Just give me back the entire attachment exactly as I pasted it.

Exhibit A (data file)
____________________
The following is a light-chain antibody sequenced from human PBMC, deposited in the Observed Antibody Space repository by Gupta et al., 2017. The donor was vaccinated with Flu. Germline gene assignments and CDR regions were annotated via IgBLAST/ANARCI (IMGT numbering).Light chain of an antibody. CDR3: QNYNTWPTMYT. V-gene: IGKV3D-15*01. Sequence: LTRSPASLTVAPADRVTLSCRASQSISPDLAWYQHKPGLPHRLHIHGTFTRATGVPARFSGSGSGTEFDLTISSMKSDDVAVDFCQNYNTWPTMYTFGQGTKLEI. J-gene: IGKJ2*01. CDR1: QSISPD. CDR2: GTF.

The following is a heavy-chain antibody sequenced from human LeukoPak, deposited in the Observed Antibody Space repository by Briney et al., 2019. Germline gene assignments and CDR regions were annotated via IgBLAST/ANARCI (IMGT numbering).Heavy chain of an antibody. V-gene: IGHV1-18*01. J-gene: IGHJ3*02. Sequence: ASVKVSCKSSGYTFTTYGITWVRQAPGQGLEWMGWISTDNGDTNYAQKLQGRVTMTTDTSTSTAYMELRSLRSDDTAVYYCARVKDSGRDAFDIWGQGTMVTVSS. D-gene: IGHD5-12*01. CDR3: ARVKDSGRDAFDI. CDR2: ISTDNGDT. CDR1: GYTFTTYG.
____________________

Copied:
The following is a light-chain antibody sequenced from human PBMC, deposited in the Observed Antibody Space repository by Gupta et al., 2017. The donor was vaccinated with Flu. Germline gene assignments and CDR regions were annotated via IgBLAST/ANARCI (IMGT numbering).Light chain of an antibody. CDR3: QNYNTWPTMYT. V-gene: IGKV3D-15*01. Sequence: LTRSPASLTVAPADRVTLSCRASQSISPDLAWYQHKPGLPHRLHIHGTFTRATGVPARFSGSGSGTEFDLTISSMKSDDVAVDFCQNYNTWPTMYTFGQGTKLEI. J-gene: IGKJ2*01. CDR1: QSISPD. CDR2: GTF.

The following is a heavy-chain antibody sequenced from human LeukoPak, deposited in the Observed Antibody Space repository by Briney et al., 2019. Germline gene assignments and CDR regions were annotated via IgBLAST/ANARCI (IMGT numbering).Heavy chain of an antibody. V-gene: IGHV1-18*01. J-gene: IGHJ3*02. Sequence: ASVKVSCKSSGYTFTTYGITWVRQAPGQGLEWMGWISTDNGDTNYAQKLQGRVTMTTDTSTSTAYMELRSLRSDDTAVYYCARVKDSGRDAFDIWGQGTMVTVSS. D-gene: IGHD5-12*01. CDR3: ARVKDSGRDAFDI. CDR2: ISTDNGDT. CDR1: GYTFTTYG.